Taxes and Caesar (Mark 12:13-17)
The issue of taxation has arisen obliquely already, in terms of the call narrative of Levi (Mark 2:13-17, see above). This section treats the matter a little more directly, although the meaning of the passage is still debatable in terms of its logic. It is interesting that the whole incident described here essentially represents a trap. If Jesus affirms Roman taxation, he will offend his followers. If he rejects it, he will face charges of treason. Because the incident hinges on such particular circumstances, we should be cautious about applying the passage to dissimilar contemporary situations.
The response of Jesus to the trap revolves around the concepts of image and ownership. Examining the common denarius coin (essentially, a day’s wage), Jesus asks whose “image” (or even “icon”) is upon the coin. The point of the question is probably to allude deliberately to Genesis 1:26-27 (humans made in the image of God) in order to create a contrast. Coins bear the image of the emperor, but humans bear the image of God. Give to the emperor what is his (money), but give to God what is his (our very lives). The core element, that humans bear the imago Dei, is unstated, but it is surely implied by the parallelism built into the logic of the argument.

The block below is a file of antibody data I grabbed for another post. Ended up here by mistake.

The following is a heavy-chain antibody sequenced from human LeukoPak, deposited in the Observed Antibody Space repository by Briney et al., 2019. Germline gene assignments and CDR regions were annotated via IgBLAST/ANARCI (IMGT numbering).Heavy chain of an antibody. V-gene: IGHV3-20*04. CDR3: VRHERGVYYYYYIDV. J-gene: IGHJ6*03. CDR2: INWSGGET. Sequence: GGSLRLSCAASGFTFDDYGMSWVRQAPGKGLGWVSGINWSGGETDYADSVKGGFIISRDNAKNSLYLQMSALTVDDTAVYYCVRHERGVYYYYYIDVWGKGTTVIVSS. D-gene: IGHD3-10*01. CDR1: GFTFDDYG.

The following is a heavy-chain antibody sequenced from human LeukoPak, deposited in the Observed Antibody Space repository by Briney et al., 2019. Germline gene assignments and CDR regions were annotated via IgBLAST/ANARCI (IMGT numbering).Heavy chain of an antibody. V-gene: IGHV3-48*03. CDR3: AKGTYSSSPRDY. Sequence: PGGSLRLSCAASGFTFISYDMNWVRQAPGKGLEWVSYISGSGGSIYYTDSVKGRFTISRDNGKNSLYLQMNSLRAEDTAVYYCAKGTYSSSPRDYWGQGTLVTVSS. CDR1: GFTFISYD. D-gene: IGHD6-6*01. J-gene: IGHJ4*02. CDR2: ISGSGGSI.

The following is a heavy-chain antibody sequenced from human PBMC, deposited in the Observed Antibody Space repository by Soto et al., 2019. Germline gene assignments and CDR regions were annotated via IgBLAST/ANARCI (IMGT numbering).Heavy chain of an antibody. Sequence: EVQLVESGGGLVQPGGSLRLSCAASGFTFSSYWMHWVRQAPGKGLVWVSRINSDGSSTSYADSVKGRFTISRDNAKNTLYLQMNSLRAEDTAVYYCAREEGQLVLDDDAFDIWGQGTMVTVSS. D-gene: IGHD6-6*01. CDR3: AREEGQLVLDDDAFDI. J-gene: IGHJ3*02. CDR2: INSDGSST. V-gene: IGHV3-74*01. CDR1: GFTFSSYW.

In using such argumentation, Jesus subordinates the taxation issue to the greater demand of God upon our lives, but he does not thereby deny the validity of taxation, even that of the potentially abusive Roman system. Nor does he deny that money belongs to God. If money belongs to Caesar, it belongs even more to God because Caesar himself is under God’s authority (Romans 13:1-17; 1 Peter 2:13-14). This passage is no warrant for the often expressed fallacy that business is business and religion is religion. But, as we have seen, God recognizes no sacred-secular divide. You cannot pretend to follow Christ by acting as if he cares nothing about your work. Jesus is not proclaiming license to do as you please at work, but peace about the things you cannot control. You can control whether you defraud others in your work (Mark 10:18), so don’t do it. You cannot control whether you have to pay taxes (Mark 12:17), so pay them. In this passage, Jesus doesn’t say what your obligation might be if you can control (or influence) your taxes, for example, if you are a Roman senator or a voter in a twenty-first-century democracy.